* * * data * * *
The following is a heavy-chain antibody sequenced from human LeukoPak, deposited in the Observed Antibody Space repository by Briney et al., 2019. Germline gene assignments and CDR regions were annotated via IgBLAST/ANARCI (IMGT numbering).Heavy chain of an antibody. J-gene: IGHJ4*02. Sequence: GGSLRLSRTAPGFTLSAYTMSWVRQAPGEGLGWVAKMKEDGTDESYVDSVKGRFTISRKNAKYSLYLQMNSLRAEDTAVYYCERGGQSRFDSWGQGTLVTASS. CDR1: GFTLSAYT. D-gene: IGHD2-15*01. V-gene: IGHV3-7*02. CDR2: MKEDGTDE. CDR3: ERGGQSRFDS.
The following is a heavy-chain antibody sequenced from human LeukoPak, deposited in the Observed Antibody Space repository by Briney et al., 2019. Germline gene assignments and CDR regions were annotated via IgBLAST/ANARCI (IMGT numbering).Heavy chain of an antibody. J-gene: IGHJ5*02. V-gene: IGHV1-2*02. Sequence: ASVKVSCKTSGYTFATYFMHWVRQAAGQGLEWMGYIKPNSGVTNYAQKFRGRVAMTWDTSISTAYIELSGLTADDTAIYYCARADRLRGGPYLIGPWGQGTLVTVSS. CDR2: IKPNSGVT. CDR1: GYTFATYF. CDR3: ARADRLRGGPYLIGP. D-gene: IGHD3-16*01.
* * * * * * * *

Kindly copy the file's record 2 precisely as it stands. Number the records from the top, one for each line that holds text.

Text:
The following is a heavy-chain antibody sequenced from human LeukoPak, deposited in the Observed Antibody Space repository by Briney et al., 2019. Germline gene assignments and CDR regions were annotated via IgBLAST/ANARCI (IMGT numbering).Heavy chain of an antibody. J-gene: IGHJ5*02. V-gene: IGHV1-2*02. Sequence: ASVKVSCKTSGYTFATYFMHWVRQAAGQGLEWMGYIKPNSGVTNYAQKFRGRVAMTWDTSISTAYIELSGLTADDTAIYYCARADRLRGGPYLIGPWGQGTLVTVSS. CDR2: IKPNSGVT. CDR1: GYTFATYF. CDR3: ARADRLRGGPYLIGP. D-gene: IGHD3-16*01.